President Bush declared a state of emergency in northern California on Saturday as firefighters scrambled to control about 1,400 raging wildfires. Lightning is blamed for setting off the fires, including a massive blaze that has destroyed around 42 square miles (110 square kilometers) of forestland, along with 16 homes, and has threatened the Tassajara Zen Mountain Center, America's oldest Buddhist monastery in the Big Sur region of California.
U.S. Forest Service officials told the Associated Press that they are concerned there may be more wildfires than usual this summer, given the lower-than-average rainfall and activity so early in a season that typically peaks in late July and August.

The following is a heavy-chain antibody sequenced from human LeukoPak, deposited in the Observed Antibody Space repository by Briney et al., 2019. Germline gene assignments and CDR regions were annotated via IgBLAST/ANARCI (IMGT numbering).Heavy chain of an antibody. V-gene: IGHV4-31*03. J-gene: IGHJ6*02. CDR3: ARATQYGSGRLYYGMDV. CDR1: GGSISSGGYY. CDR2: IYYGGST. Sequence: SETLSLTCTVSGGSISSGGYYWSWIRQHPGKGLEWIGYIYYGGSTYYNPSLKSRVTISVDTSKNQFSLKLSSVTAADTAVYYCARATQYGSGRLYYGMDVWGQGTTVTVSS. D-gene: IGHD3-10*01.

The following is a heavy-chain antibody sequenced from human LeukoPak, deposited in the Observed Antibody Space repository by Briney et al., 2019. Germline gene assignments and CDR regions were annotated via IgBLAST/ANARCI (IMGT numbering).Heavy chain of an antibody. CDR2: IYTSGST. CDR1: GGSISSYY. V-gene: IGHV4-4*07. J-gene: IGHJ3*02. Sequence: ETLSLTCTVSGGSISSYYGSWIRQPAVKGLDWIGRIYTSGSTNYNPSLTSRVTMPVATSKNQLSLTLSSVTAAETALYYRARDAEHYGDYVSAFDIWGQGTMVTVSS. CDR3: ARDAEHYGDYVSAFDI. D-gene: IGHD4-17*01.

The number of wildfires in the U.S. has increased in recent years, up from 7.2 million acres (2.9 million hectares) in 2002 to 9.3 million acres (3.8 million hectares) in 2007.
Check out Scientific American's wildfire coverage, including why global warming is expected to unleash more destructive fires. Also, see how scientists are learning to predict where, when and even how the next blazes will erupt.